July 27, 2022
It's confusing when you send what you thought was a free international wire, only for your recipient to be charged an unexpected fee.
Traditional banks love to talk about how easy and convenient it is to send money overseas. And in some ways, they're right. Thanks to the SWIFT network, you can move funds around the world quickly – sometimes in a matter of hours.
But there's a catch. Even when your bank advertises free wires and the absence of hidden fees, your recipient may end up with less money than expected because a bank you didn't know would be involved in the transaction levied a fee.
In this article, we'll break down the complicated and opaque process of sending and receiving international wires via SWIFT — and why you may encounter unexpected fees.
Here’s what will be covered:
The SWIFT (Society for Worldwide Interbank Financial Telecommunications) network is a messaging system that financial institutions use to securely send and receive information about financial transactions. A SWIFT payment — sometimes called a SWIFT transfer — is a money transfer initiated through the SWIFT network.
When you send a SWIFT payment, your bank will use the SWIFT code of your recipient's bank to route the money to the right place. The recipient's bank will then credit the funds to their account.
In most cases, a SWIFT payment will go through without any problems. But because the SWIFT network consists of thousands of banks in more than 200 countries and territories, you may sometimes experience delays or encounter unexpected fees.
To send a SWIFT payment, you'll need to provide your bank with the following information:
Once you have all the necessary information, you can initiate the payment through your online banking portal or by visiting your local branch.
It's important to note that SWIFT payments are not the same as domestic wire transfers. With a domestic wire transfer, money is transferred directly from your bank account to the recipient's bank account. A SWIFT payment, however, may have to pass through multiple banks — called "intermediaries" — before the money reaches its final destination.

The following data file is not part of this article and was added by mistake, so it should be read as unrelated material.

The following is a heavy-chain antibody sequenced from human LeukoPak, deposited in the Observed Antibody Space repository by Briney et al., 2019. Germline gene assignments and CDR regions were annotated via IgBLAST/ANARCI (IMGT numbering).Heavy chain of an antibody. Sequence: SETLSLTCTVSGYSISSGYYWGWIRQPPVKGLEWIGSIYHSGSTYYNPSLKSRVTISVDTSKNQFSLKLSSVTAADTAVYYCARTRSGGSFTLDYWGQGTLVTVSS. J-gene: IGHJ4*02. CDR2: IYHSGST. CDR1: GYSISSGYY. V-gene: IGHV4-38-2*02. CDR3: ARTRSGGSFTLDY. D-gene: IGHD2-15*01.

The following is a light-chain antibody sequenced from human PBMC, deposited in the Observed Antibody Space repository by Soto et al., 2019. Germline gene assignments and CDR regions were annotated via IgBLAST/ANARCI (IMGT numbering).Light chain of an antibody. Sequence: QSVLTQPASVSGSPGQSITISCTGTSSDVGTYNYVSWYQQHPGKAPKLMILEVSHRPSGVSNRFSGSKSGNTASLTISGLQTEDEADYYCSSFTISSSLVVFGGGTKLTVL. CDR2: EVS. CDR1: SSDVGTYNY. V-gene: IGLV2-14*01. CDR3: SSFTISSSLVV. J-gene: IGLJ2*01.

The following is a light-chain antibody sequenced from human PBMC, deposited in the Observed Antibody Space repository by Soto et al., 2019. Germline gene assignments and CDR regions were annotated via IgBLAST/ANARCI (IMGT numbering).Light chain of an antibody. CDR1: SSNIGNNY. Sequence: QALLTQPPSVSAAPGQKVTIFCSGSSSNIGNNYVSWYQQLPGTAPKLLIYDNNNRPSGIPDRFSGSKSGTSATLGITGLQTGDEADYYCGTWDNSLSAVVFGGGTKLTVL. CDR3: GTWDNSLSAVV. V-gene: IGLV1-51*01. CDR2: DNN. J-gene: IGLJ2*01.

Usually, banks will have credit or debit accounts with one another and use them to fund interbank transfers. However, if your bank doesn't have a direct commercial relationship with the destination bank, the payment must be routed through an intermediary bank — or multiple intermediary banks. And each time that happens, you may be charged a fee.
Here’s an example: let's say you want to send a SWIFT payment from Wells Fargo (U.S.) to Westpac (Australia). If Wells Fargo and Westpac do not have a direct relationship, the payment will be routed through an intermediary bank — in this case, the Hongkong and Shanghai Banking Corporation (HSBC) in Hong Kong.
The payment will first be transferred from Wells Fargo to HSBC, and then it will be transferred from HSBC to Westpac. And each time the money is transferred, a fee might be levied on the payment.
Let's also consider a scenario where there are multiple intermediary banks involved. If Wells Fargo and Westpac do not have a direct relationship, nor do they both have direct relationships with HSBC, another intermediary bank will get involved. Wells Fargo will first transfer the money to HSBC. Then HSBC will transfer the money to another intermediary bank – let’s say Deutsche Bank in Frankfurt. Finally, Deutsche Bank will transfer the money to Westpac. In this scenario, the sender bank, the two intermediary banks, as well as the recipient bank could all levy a fee on the payment.